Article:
Bulls' defense, offensive balance will carry team without Rose


Bulls' defense, offensive balance will carry team without Rose

Yes, the NBA's regular season just started. No, nothing will change with the Bulls' stellar defense.

Well, maybe a few things have changed. Gone are the likes of strong individual defenders such as Omer Asik and Ronnie Brewer; the likes of Kyle Korver and C.J. Watson demonstrated considerable improvement during their time in Chicago, too. But even with all of the new faces, it would be out of character for Bulls head coach Tom Thibodeau to allow much, if any slippage.

Sure, every team is still getting out the kinks as training camp nears its end, but through the preseason, the Bulls ranked second in opponents' points per game (to the Timberwolves, who were no doubt aided by the Bulls' 75-point stinker in a defeat at Minnesota) and near the top of the league rankings in both opposing field-goal percentage and three-point percentage. There have certainly been occasions on which the Bulls haven't lived up to their lofty standards, but the team's success has been characterized by stretches

"Defensively, you never have it all figured out, so I think there have been times where we have been pretty good. We had a problem with the turnovers early on and often times, it was live-ball turnovers, so we were giving them easy baskets before we could get our defense set. When our defense is set, we're going to be hard to score upon, but if it's a live ball and we don't have floor balance, then we're just giving up easy baskets, we're beating ourselves and those are the things that you want to take care of. I think the important thing is to eliminate all the ways in which you beat yourself first. When you do that, now you're going to put yourself in a position to win. For us, we know if we defend and we rebound, and we keep our turnovers down, regardless of how we shoot the ball, we're going to be in a position to win and then if we shoot the ball relatively well, we're going to have a good chance to win. That's what we've done for three years now, so we don't want to change that," Thibodeau explained. "The challenge for us is to be a complete team. We want to be good on both sides of the ball. You want to be committed to being a five-man team on both offense and defense, so it's not going to be any one individual player. It's going to be how you can get five guys to function together and that's on both ends, and I think if we do that, we have a chance to be a good team."

Backup center Nazr Mohammed is a newcomer, but the veteran is already espousing Thibodeau's perfectionist philosophy.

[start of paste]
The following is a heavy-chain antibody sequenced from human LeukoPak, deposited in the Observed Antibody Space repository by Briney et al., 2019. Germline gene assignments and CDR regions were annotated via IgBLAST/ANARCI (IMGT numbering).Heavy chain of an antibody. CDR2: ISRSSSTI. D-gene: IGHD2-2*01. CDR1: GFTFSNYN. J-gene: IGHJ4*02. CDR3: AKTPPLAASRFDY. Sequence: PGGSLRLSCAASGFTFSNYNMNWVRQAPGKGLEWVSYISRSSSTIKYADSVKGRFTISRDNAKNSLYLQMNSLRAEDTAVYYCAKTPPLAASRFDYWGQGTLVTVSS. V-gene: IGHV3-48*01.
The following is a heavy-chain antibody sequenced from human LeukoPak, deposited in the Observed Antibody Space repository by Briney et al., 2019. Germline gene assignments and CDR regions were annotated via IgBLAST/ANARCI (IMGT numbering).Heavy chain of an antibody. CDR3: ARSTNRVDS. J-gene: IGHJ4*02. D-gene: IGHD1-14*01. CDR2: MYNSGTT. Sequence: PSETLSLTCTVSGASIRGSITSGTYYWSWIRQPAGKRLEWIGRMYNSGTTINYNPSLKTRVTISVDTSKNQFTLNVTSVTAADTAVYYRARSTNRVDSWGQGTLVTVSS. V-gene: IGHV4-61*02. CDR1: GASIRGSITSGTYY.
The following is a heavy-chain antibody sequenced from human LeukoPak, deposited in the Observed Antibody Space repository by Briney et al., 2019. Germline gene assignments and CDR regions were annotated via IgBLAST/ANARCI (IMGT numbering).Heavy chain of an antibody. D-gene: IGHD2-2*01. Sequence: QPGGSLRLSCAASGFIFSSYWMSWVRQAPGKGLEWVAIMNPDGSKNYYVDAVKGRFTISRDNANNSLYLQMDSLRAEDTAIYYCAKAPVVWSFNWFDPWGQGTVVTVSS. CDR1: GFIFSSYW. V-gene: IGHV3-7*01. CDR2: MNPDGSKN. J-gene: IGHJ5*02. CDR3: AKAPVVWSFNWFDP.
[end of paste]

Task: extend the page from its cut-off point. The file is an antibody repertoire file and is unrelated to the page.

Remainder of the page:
"It's early and I think we're going to get better. I think we've had sections of the game where we've played unbelievable defense, where we've locked teams down, but at the same time, we've had some parts of the game where we just weren't where our standard is and what we expect out of each other," he said. "I think we're definitely one of the better defensive teams in this league, but not as good as we're going to be in a couple of weeks, months, as the season goes on."

For all of Derrick's Rose talents, his temporary replacement, Kirk Hinrich, is actually regarded as a better defensive player and with the energetic Nate Robinson backing him up, the Bulls' second unit has enjoyed better full-court ball pressure, if not superior overall bench play at this point, than its predecessors. The aforementioned Asik as an anchor next to holdover Taj Gibson is a loss, but Mohammed's veteran experience and physical nature help on the interior, while second-year swingman Jimmy Butler doesn't yet have Brewer's knowledge of opponents' tendencies around the league, but is seen as a worthy defensive heir apparent.

While Thibodeau mostly speaks in general terms when evaluating the team's defensive play to the media, the fact that he was less disapproving as the preseason went on speaks volumes to his level of satisfaction, though he harped on consistency. Still, while he expects his team's defense to improve, there isn't much to nit-pick about regarding the effort and given the preparation he requires of the players, there's no reason to think the results will differ from his first two seasons at the helm.